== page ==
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Fit for Fall

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The air is getting crisper and the leaves are starting to change—and it’s a beautiful time to be outdoors. It’s also a great time to think about ways in which you can enhance your landscape. Although spring is traditionally thought of in terms of landscaping, the fall is actually an ideal time to perform a number of important tasks.

Plants and Flowers
One of those tasks is planting. The fall can be a wonderful time to install new flowers and plant material around your property.

“Studies have shown that fall is actually the best time for planting—better than the spring,” says Richard Cording Sr., president and licensed landscape architect with CLC Landscape Design. “That’s because the weather conditions are ideal. It’s still sunny but the air is cooler. Roots grow deeper and stronger. Plus, with plants going into dormancy, they have a better chance of survival during the cold winter months than newly installed plants needing to survive the stress of summer heat.”

The fall is also the time to plant spring flowering bulbs such as tulips, daffodils and hyacinths, says Sam Waddell, president of SLS Landscaping. To ensure you have beautiful early spring color, you don’t want to miss that window. “The avid gardener will also start planting chrysanthemum and aster that will offer that splash of color for the fall,” adds Waddell. “A little bit later into the fall, winter pansies will make an appearance and provide color late in the season and another big push in the early spring.”

Chris DeMato, owner of Rock Bottom Landscaping & Fencing, says watering needs are also less intense in the fall (as opposed to spring and summer), so that’s appealing to busy homeowners. He notes that there are a number of tasks that are best-performed at this time of year—including seasonal color.

 “Removal of any annual flowers can also be done in the fall and then replaced with fall blooms like mums, pansies or kale, to name a few,” DeMato says.

“Fall is most known for mums, but it doesn’t have to stop there,” agrees Michael Pasquarello, landscape architect with Elite Landscaping. “Many varieties of fall annuals are available such as celosia, aster, kale/cabbage and purple fountain grass. Even ornamental peppers offer an array of autumn hues to add a splash of color to container gardens.”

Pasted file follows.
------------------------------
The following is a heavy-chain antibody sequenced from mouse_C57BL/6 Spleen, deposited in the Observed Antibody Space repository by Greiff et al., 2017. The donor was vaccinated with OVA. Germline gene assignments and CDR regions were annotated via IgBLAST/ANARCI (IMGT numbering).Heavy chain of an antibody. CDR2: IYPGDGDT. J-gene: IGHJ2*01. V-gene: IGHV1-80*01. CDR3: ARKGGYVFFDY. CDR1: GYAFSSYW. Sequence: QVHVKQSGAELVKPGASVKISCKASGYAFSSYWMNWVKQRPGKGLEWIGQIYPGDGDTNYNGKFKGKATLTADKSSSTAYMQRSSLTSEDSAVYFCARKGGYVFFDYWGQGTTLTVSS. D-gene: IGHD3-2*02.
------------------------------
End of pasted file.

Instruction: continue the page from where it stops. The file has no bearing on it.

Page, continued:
Selective pruning can also be completed in the fall, adds Pasquarello. 

 “Once certain varieties of shrubs and trees have lost their leaves it makes an easier determination of what should be pruned and shaped,” he explains. “It is very important not to prune any set buds on flowering plants for the upcoming spring.”

Michael Carmack, owner of A & M Landscape Management, agrees that fall can be a great time to shape and prepare many varieties of trees and shrubs for the winter and the next growing season, but adds that pruning can definitely be more complex than a lot of homeowners realize.

 “Many common varieties of deciduous shrubs such as spirea, burning bush and barberry can be cut back hard in the early winter for the reduction of the plant size and shape,” he says. “But early blooming varieties of shrubs such as rhododendrons, lilac and forsythia have already started producing buds for the spring and should not be pruned in the fall. Pruning these varieties in the fall and or winter will remove flower buds and reduce the number of flowers the plant produces for the spring. Late-blooming flowering shrubs such as crape myrtle and butterfly bushes can be pruned in the late fall or early spring as they produce flowers on new growth.”

When in doubt, leave the pruning to the pros who will know exactly what needs to be pruned and when. This will help ensure that you achieve optimal results and don’t negatively impact bloom time.

A Beautiful Lawn, Too
Your lawn is also a vital aspect of your overall landscape and the autumn months are the ideal time to pay attention to your lawn’s overall health. The weather conditions make it the perfect time for services such as aeration and over-seeding.